HP a6242n boot error: System Fan Has Failed!

Hewlett-packard Pavilion a6242n-b deskto...
September 9, 2009 at 14:56:25
Specs: Windows Vista Home Premium
Came to my computer to find it had the below error message. This is a 2 year old HP Pavillion a6242n:

Error: System Fan Has Failed! Service PC to prevent damage to the system. press <F2> to continue.

I found a similar thread here, but never figured out what they did to correct. I don't get this error message on every bootup, but have received it several times.

The PC is a HP Pavillion a6242n. The case fan is a Foxconn model # pv902512L

i ran speedfan, and the system fan is running around 700 RPM. The CPU fan is running around 1700 RPM, leading me to believe its the case fan that needs to be replaced.

Can someone confirm that sounds right?

See More: HP a6242n boot error: System Fan Has Failed!

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September 9, 2009 at 15:10:42
I should add that I have not modifed this PC in anyway, prior to receiving this intermittent error message.... : )

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September 9, 2009 at 15:35:24
The bios usually pays no heed to the rpm of a case fan.

It's a lot more likely the message is about the CPU fan - the most important fan in the SYSTEM.

Go into the bios Setup. There may be a setting for the minimum rpm of the cpu fan, and a lot less likely, for the fans connected to other 3 pin fan headers on the mboard.
If an rpm goes below that minimum, the bios generates a warning message.

If the minimum rpm for the cpu fan is higher that it's presently spinning, either the bearings in the CPU fan are failing, or it's extremely filthy and can no longer spin as fast as it should because of that.

If there is no minumum rpm setting like that, the cpu fan is probably spinning slower than bios defaults expect . In that case, it doesn't matter whether the cpu fan is used or new, you have to install one that spins faster to stop the error message.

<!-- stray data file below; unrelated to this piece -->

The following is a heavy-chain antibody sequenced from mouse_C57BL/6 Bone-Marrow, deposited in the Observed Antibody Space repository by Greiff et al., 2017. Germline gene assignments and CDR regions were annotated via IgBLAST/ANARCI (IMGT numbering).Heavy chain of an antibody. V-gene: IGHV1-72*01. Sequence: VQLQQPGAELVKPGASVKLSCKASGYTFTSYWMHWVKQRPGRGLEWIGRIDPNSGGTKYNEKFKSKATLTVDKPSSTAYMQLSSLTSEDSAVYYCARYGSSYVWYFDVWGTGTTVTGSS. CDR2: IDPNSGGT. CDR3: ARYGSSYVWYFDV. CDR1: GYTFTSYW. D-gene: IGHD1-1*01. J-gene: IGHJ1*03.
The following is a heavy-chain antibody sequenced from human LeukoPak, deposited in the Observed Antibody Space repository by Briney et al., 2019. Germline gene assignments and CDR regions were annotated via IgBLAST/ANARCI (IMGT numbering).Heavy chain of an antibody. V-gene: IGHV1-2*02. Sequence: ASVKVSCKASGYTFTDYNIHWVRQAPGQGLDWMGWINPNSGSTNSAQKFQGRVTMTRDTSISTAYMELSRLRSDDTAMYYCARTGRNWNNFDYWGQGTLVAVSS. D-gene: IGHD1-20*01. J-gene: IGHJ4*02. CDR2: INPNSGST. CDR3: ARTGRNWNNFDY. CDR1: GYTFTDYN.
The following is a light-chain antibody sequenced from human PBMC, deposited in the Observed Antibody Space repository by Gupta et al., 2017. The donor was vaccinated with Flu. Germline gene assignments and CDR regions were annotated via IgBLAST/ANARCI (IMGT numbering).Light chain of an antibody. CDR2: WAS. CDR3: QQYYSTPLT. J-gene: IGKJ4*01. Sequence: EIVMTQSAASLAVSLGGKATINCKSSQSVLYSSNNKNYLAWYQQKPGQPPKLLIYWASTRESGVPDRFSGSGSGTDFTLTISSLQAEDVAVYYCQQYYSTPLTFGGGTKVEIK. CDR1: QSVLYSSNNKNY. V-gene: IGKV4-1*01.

1700 rpm sounds too slow for a cpu fan, but it depends on it's diameter - usually the larger diameter the slower it spins.
If you don't see an rpm rating on it, tell us the brand, diameter of the blade, and model if that's there.

I was unable to find the rated rpm for the Foxconn model pv902512L, but 700rpm does sound way too slow.
".... 92mm, 0.16a Dc 12v"

Unplug the case/power supply.
Power off your monitor.
Open up the case by removing the left panel as seen when you're looking at the front of the case.

Take a look at the labels on the CPU fan and the case fan. Sometimes it's rated rpm is printed on it.

If the cpu fan/heatsink has mung (dust, lint, etc.) on it, clean it off, but DO NOT use a vaccuum cleaner to do that (they produce a tremendous amount of static electricity when running, and anything connected to them can discharge that to your components) - use canned air, or an air nozzle if you have access to an air compressor, or an artist's brush that can be used in small spaces, etc. It may be difficult to clean the top of the heatsink under the cpu fan - the most likely place to have mung on it - and the bottom side of the cpu fan blades unless you remove the fan. If you have a case fan, clean that too if it needs it.

With the cover still off, restore the AC power, start the computer and make sure the cpu fan spins - if it doesn't spin, if you're sure the power supply is working okay, don't use the computer until you have replaced it.
If it spins too slowly, and/or if it makes rattling or screeching noises, most likely to be noticed when the computer has cooled to room temp, has not been used for a while, and then is started up, the cpu fan's bearings are failing - replace it as soon as you can.

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September 9, 2009 at 15:44:29
Just to say that my PC has 1700 rpm CPU fan and it holds fine at about 32C. It doesn't look particulary large but presumably it is.

some other bloke...

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Related Solutions

September 10, 2009 at 16:58:18
I have gone up and down and side to side around the BIOS countless times and can't find anything that mentions the fan (cpu or case).

I have 3 fans. Power supply fan, a case fan, and the CPU fan.

I disconnected the case fan and rebooted the computer twice - each time immediately triggering the "system fan has failed" error message. Previously it was intermittent, so this made me pinpoint it was the case fan. So I went ahead and replaced the case fan with a 92mm Antec Tricool double ball-bearing case fan.

Its no longer triggering the error when booting.

Its interesting though, SpeedFan is still showing it spinning at approx 715 rpm. So I'm at a loss! Also interesting - the Antec fan packaging shows that the fan can run at Low (1200 rpm), Medium (1800 rpm), or High (2200 rpm) - and I'm apparently not running at any of these (or SpeedFan is wrong). I'm sure I'm looking at the right fan - because if I stop it with my finger - the fan speed goes to zero.

I'm assuming the motherboard selects the speed - since if I move the switch to Low or Medium - it stops altogether.

I'm curious if you have any thoughts to these findings?

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